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Week Ahead (3 May)

W/C Tuesday, 3 May - Commission to announce new sanctions package against Russia

The European Commission is working on a new set of sanctions targeting Russian economic interests, and is expected to present its sixth package later today.  Talks over the weekend focused on those countries which are most heavily reliant on Russia for their oil and gas supplies. Slovakia, the Czech Republic and Hungary expressed misgivings about a potential embargo on Russian oil, citing their need to develop alternative sources of energy and the attendant infrastructure. In contrast to the approach to date, which has seen Europe move unanimously against Russian interests, the sixth package is expected to allow for a phased approach for these countries, allowing them to continue to import Russian energy for a longer period. Germany has warned that the expected embargo will cause economic difficulties for every EU country.

Tuesday, 3 May - Mario Draghi to address European Parliament on Russian gas imports to Europe

The Italian Prime Minister, Mario Draghi, will speak at the European Parliament today on the need for clarity on rules governing the importation of Russian gas to Europe. Russia has demanded that European countries pay for their gas supplies in roubles, which has led to concerns that doing so would violate aspects of the sanctions imposed on Russia on foot of its invasion of Ukraine. Italy relies on Russian-originated gas for 40% of its energy supply per annum.

On Monday Draghi said that a lack of clarity could cause chaos in the energy sector and could lead to a fractured approach to payments across Europe. The European Commissioner for Energy, Kadri Simson, said later on Monday the Commission would provide the clarity sought around what companies are allowed to do while the sanctions remain in place.

Thursday, 5 May - Northern Ireland Assembly elections and UK regional elections to take place

Local assembly elections will be held in Northern Ireland on 5 May.  Polls have consistently shown that Sinn Féin is likely to emerge as the largest political party in Northern Ireland following the election.  If this happens, the party would be eligible to take the position of First Minister for the first time in a symbolic blow to northern unionists.  Under the rules governing the Stormont Executive, however, the second largest party must agree to take the position of Deputy First Minister for an executive to be formed.  It is unclear whether the DUP would make such a decision.  In the event that the DUP does not nominate a Deputy First Minister, direct rule from London may be the most likely outcome.  The outcome may be more complicated again, as a new poll shows that Sinn Féin is on course for 26.6% of the available seats, while the DUP and the non-aligned Alliance Party are now tied for second on 18.2%. The Ulster Unionists have fallen back to 12.1% while the SDLP has risen slightly to 10.5%.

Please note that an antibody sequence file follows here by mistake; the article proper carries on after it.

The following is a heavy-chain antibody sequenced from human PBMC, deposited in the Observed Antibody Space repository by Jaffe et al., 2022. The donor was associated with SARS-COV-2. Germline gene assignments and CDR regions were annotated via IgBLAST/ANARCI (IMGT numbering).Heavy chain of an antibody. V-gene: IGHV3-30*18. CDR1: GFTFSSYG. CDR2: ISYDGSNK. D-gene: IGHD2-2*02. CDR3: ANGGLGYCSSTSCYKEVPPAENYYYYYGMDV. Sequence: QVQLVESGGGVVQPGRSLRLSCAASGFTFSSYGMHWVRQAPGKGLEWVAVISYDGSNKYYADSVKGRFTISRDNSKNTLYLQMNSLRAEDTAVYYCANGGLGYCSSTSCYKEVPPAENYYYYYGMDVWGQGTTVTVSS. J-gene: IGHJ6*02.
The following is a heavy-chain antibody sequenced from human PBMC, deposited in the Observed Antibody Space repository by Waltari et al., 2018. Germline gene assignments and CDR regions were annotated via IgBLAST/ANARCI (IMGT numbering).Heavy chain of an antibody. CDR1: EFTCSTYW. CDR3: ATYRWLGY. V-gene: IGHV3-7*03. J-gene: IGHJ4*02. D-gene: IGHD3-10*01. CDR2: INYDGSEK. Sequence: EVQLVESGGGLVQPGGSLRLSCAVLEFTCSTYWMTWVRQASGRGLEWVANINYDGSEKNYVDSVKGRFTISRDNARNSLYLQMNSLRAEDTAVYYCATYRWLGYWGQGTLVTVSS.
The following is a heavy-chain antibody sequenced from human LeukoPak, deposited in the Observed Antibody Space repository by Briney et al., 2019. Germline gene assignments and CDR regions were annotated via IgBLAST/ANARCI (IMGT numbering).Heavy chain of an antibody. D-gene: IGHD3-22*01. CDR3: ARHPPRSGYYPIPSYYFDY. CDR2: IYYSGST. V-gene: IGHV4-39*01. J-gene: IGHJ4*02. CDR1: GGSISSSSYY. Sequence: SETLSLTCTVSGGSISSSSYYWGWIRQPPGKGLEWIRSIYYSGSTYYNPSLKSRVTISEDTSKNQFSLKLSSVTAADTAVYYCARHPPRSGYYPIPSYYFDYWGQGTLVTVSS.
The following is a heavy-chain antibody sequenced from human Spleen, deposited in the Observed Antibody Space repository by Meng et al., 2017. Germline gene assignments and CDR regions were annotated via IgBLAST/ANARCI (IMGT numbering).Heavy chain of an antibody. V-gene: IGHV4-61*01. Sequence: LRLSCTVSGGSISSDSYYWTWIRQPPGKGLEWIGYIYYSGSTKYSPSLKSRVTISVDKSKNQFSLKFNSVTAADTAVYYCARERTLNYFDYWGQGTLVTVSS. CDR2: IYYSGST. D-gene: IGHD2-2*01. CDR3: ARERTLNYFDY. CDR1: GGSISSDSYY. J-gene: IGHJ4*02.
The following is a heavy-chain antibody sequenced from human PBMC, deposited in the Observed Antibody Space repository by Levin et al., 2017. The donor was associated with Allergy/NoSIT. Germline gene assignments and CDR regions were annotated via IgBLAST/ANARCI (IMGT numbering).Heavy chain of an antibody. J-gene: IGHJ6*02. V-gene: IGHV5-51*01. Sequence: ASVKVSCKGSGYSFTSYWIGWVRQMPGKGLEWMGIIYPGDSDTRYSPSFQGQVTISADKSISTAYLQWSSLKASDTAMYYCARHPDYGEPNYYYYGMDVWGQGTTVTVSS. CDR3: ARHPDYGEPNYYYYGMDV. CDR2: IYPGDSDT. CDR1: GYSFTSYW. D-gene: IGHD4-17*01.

Local elections in England, Scotland Wales and Northern Ireland will also be held on 5 May.  All local council authority seats in England, Wales and Scotland are up for grabs, with the exception of those seats which are located in areas recently subject to boundary reviews.  As well as local issues, dominant themes of the election will be the government's response to issues including the cost-of-living crisis and the war in Ukraine, and the electorate's response to the ongoing "Partygate scandal".  

Thursday, 5 May - Bank of England Monetary Policy Committee expected to increase interest rates

The Bank of England Monetary Policy Committee will meet on Thursday, with expectations high that it will increase interest rates for the fourth meeting in succession.  Rates may jump to 1%, with some MPC members flagging last month that further rate hikes over the coming months will be required to anchor expectations around inflation.    

The Governor of the Bank of England, Andrew Bailey, said last week that the BoE was now "walking a very tight line between tackling inflation and the output effects of the real income shock, and the risk that that could create a recession and pushes too far down in terms of inflation."   

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